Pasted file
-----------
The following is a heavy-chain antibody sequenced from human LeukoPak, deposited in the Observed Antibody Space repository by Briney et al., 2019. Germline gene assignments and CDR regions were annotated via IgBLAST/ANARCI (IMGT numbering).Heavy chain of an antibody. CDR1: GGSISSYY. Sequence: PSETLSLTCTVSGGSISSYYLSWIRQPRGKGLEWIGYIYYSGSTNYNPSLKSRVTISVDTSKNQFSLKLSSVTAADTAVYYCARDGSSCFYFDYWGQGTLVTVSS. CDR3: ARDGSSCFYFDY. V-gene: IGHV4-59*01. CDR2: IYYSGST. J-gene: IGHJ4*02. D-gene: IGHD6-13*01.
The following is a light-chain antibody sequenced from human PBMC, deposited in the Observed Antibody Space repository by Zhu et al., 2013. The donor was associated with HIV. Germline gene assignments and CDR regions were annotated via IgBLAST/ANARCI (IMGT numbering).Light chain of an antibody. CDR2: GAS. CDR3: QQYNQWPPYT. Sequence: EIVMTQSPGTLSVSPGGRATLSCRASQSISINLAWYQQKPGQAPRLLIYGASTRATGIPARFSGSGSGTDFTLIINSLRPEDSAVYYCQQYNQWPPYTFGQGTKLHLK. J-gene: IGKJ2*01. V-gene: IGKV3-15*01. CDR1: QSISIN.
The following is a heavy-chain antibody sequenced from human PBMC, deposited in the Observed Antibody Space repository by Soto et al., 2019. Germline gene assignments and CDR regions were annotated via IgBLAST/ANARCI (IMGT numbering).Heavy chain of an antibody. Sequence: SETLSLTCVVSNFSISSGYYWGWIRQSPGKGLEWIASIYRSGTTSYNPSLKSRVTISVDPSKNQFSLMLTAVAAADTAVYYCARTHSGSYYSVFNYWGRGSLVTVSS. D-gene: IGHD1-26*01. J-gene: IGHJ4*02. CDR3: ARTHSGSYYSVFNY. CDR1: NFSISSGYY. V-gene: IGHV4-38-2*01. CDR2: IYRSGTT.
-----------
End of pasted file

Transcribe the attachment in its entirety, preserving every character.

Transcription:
The following is a heavy-chain antibody sequenced from human LeukoPak, deposited in the Observed Antibody Space repository by Briney et al., 2019. Germline gene assignments and CDR regions were annotated via IgBLAST/ANARCI (IMGT numbering).Heavy chain of an antibody. CDR1: GGSISSYY. Sequence: PSETLSLTCTVSGGSISSYYLSWIRQPRGKGLEWIGYIYYSGSTNYNPSLKSRVTISVDTSKNQFSLKLSSVTAADTAVYYCARDGSSCFYFDYWGQGTLVTVSS. CDR3: ARDGSSCFYFDY. V-gene: IGHV4-59*01. CDR2: IYYSGST. J-gene: IGHJ4*02. D-gene: IGHD6-13*01.
The following is a light-chain antibody sequenced from human PBMC, deposited in the Observed Antibody Space repository by Zhu et al., 2013. The donor was associated with HIV. Germline gene assignments and CDR regions were annotated via IgBLAST/ANARCI (IMGT numbering).Light chain of an antibody. CDR2: GAS. CDR3: QQYNQWPPYT. Sequence: EIVMTQSPGTLSVSPGGRATLSCRASQSISINLAWYQQKPGQAPRLLIYGASTRATGIPARFSGSGSGTDFTLIINSLRPEDSAVYYCQQYNQWPPYTFGQGTKLHLK. J-gene: IGKJ2*01. V-gene: IGKV3-15*01. CDR1: QSISIN.
The following is a heavy-chain antibody sequenced from human PBMC, deposited in the Observed Antibody Space repository by Soto et al., 2019. Germline gene assignments and CDR regions were annotated via IgBLAST/ANARCI (IMGT numbering).Heavy chain of an antibody. Sequence: SETLSLTCVVSNFSISSGYYWGWIRQSPGKGLEWIASIYRSGTTSYNPSLKSRVTISVDPSKNQFSLMLTAVAAADTAVYYCARTHSGSYYSVFNYWGRGSLVTVSS. D-gene: IGHD1-26*01. J-gene: IGHJ4*02. CDR3: ARTHSGSYYSVFNY. CDR1: NFSISSGYY. V-gene: IGHV4-38-2*01. CDR2: IYRSGTT.